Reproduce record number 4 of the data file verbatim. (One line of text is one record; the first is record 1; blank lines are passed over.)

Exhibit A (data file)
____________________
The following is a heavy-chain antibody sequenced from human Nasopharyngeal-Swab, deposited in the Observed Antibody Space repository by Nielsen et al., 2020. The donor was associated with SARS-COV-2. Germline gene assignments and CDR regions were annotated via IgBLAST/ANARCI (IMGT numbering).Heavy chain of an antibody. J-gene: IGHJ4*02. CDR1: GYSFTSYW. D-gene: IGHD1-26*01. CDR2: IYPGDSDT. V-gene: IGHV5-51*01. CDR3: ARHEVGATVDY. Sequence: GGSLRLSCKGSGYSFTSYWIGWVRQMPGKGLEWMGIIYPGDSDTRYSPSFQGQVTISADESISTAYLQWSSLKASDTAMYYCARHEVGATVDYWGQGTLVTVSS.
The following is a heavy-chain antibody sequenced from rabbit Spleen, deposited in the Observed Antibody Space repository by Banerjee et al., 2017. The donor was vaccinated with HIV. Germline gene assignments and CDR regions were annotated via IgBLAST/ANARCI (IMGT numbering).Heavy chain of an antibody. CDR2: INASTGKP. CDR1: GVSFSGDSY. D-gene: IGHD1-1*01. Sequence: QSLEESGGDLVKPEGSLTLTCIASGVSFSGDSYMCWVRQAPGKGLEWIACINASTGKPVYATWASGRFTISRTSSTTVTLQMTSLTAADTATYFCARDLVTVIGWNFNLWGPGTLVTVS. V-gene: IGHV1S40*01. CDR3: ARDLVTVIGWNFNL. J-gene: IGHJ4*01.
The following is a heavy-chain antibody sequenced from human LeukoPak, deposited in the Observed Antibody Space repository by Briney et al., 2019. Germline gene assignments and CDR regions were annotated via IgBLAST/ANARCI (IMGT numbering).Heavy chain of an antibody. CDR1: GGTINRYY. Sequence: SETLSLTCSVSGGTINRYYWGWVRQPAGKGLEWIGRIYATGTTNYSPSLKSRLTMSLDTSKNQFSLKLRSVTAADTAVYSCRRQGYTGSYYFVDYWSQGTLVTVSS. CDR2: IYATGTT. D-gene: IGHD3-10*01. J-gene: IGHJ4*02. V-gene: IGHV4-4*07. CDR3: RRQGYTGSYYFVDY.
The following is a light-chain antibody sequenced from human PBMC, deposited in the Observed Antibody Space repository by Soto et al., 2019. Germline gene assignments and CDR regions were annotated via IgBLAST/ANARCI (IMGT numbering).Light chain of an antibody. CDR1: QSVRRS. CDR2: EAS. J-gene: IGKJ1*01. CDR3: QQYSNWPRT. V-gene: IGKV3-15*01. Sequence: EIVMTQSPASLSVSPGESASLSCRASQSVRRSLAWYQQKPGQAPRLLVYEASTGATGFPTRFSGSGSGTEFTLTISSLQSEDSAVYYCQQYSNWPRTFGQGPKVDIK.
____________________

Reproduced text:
The following is a light-chain antibody sequenced from human PBMC, deposited in the Observed Antibody Space repository by Soto et al., 2019. Germline gene assignments and CDR regions were annotated via IgBLAST/ANARCI (IMGT numbering).Light chain of an antibody. CDR1: QSVRRS. CDR2: EAS. J-gene: IGKJ1*01. CDR3: QQYSNWPRT. V-gene: IGKV3-15*01. Sequence: EIVMTQSPASLSVSPGESASLSCRASQSVRRSLAWYQQKPGQAPRLLVYEASTGATGFPTRFSGSGSGTEFTLTISSLQSEDSAVYYCQQYSNWPRTFGQGPKVDIK.